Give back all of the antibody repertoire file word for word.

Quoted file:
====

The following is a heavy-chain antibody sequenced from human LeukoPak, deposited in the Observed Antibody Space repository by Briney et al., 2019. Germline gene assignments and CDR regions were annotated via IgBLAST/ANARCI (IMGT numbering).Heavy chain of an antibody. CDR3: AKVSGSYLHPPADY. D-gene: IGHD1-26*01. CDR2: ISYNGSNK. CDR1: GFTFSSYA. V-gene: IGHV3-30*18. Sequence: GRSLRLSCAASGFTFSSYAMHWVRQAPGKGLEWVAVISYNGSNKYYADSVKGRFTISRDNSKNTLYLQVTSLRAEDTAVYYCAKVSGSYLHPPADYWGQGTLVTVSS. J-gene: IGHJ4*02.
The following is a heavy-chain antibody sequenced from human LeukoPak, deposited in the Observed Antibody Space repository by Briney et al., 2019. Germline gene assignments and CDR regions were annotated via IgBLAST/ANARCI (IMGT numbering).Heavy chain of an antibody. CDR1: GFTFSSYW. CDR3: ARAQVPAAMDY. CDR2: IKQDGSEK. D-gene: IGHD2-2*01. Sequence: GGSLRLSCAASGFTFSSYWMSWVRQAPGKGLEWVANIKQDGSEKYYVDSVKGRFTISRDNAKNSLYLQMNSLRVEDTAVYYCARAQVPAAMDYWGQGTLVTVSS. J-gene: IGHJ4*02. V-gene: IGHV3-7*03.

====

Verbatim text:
The following is a heavy-chain antibody sequenced from human LeukoPak, deposited in the Observed Antibody Space repository by Briney et al., 2019. Germline gene assignments and CDR regions were annotated via IgBLAST/ANARCI (IMGT numbering).Heavy chain of an antibody. CDR3: AKVSGSYLHPPADY. D-gene: IGHD1-26*01. CDR2: ISYNGSNK. CDR1: GFTFSSYA. V-gene: IGHV3-30*18. Sequence: GRSLRLSCAASGFTFSSYAMHWVRQAPGKGLEWVAVISYNGSNKYYADSVKGRFTISRDNSKNTLYLQVTSLRAEDTAVYYCAKVSGSYLHPPADYWGQGTLVTVSS. J-gene: IGHJ4*02.
The following is a heavy-chain antibody sequenced from human LeukoPak, deposited in the Observed Antibody Space repository by Briney et al., 2019. Germline gene assignments and CDR regions were annotated via IgBLAST/ANARCI (IMGT numbering).Heavy chain of an antibody. CDR1: GFTFSSYW. CDR3: ARAQVPAAMDY. CDR2: IKQDGSEK. D-gene: IGHD2-2*01. Sequence: GGSLRLSCAASGFTFSSYWMSWVRQAPGKGLEWVANIKQDGSEKYYVDSVKGRFTISRDNAKNSLYLQMNSLRVEDTAVYYCARAQVPAAMDYWGQGTLVTVSS. J-gene: IGHJ4*02. V-gene: IGHV3-7*03.